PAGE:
Today, the Under 30 Gateway Council meets to discuss current business and new ideas at the American Hotel & Lodging Association’s Summer Summit in Chicago.
This group of young professionals was formed to provide a voice, a home and a vehicle for the youngest but arguably the most enthusiastic demographic in the hotel industry.
As a member of this group (albeit a journalist by trade), I’m looking forward to seeing people I’ve formed a special bond with, and by that measure alone I’d consider the project a success. One of the primary goals of the Gateway Council is to bring together people in this age group for networking purposes, and I don’t think I need to explain in great detail why that is so important these days.
This group is by no means a secret society—the Council member bios can be found at www.ahla.com, and the membership category is open to anyone who fits just that one criterion of the group’s namesake. No special initiation rituals … yet.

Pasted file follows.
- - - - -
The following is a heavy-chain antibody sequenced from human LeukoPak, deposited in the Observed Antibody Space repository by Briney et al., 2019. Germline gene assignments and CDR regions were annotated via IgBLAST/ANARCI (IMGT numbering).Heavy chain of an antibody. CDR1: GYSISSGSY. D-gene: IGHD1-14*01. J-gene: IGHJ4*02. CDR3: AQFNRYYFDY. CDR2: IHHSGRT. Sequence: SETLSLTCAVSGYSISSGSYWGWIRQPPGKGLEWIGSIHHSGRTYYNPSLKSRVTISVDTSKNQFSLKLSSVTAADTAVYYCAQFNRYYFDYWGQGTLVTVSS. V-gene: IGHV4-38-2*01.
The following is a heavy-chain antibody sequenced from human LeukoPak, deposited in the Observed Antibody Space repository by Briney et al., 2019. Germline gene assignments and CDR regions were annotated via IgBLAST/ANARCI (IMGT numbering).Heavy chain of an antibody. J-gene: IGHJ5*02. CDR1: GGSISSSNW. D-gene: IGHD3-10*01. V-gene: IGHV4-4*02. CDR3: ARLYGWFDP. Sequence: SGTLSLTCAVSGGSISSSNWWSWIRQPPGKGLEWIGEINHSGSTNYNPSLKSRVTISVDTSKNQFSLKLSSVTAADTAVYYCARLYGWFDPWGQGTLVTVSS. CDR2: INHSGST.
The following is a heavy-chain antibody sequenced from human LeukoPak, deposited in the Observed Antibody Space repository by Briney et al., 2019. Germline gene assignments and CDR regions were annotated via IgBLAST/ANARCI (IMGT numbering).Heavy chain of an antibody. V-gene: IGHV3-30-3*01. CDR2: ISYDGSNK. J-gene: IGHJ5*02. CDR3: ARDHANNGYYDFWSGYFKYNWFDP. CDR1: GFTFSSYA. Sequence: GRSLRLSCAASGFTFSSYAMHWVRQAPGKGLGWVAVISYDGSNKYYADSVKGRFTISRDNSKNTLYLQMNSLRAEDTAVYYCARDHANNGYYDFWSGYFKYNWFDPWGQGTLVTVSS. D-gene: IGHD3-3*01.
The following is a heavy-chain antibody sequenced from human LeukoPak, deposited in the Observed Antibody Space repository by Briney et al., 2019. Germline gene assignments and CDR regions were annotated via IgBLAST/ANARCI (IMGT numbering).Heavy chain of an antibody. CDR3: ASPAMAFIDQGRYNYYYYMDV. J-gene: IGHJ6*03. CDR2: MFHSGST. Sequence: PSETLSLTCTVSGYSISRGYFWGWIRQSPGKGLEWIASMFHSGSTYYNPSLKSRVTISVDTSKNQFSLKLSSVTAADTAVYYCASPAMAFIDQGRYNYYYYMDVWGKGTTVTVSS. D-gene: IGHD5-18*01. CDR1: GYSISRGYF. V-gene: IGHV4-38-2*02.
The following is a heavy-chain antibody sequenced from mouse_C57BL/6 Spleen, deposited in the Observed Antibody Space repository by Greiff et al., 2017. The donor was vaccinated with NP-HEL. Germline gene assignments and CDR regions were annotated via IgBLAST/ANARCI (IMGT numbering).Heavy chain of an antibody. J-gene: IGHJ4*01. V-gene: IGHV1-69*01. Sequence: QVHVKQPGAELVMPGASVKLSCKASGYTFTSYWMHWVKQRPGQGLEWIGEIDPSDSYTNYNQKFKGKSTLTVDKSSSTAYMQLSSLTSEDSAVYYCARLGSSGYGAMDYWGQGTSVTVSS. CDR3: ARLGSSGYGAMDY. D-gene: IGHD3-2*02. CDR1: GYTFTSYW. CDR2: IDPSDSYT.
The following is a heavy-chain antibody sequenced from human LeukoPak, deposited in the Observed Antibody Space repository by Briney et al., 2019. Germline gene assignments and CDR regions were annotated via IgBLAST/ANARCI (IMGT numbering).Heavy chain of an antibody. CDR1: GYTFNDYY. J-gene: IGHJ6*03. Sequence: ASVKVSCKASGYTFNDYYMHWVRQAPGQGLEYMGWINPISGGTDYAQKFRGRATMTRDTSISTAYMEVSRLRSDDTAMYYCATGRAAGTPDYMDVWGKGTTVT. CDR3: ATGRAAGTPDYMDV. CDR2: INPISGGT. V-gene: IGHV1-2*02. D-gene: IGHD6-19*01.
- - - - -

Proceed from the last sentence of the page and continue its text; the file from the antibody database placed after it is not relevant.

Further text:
You can follow this group on Facebook, or check out some of the Webinars that have been produced as a result of the Council’s research into timely topics for the greenest of hotel employees (such as, “What Your Boss Knows But Doesn’t Tell You”).
A popular Boot Camp was held at the fall Leadership Conference in New York. About a dozen topics, such as self-branding and salary negotiations, were designed to give young professionals crash courses in essential business skills.
The Gateway Council always is planning more educational events and more volunteer opportunities. And last night a reception in Chicago was held in honor of an Illinois chapter launch (we have some fun, too!).
The most exciting part is that this group has earned the respect of the industry as a viable professional organization. I am reminded of the commitment of the late Stevan Porter of IHG, who was the first to sign on to participate in our first Webinar last summer. Tomorrow at the Stars of the Industry luncheon, a young hotelier will receive the inaugural Stevan Porter Emerging Hospitality Leader of the Year award.
It’s never too early to start finding ways to differentiate yourself from the masses and advance your career.
So for those out there that are children of the ’80s, check out what this group can do for you. And for those that only remember being 30 years old or younger, pay attention to this group of motivated professionals—they are the present and future of your companies.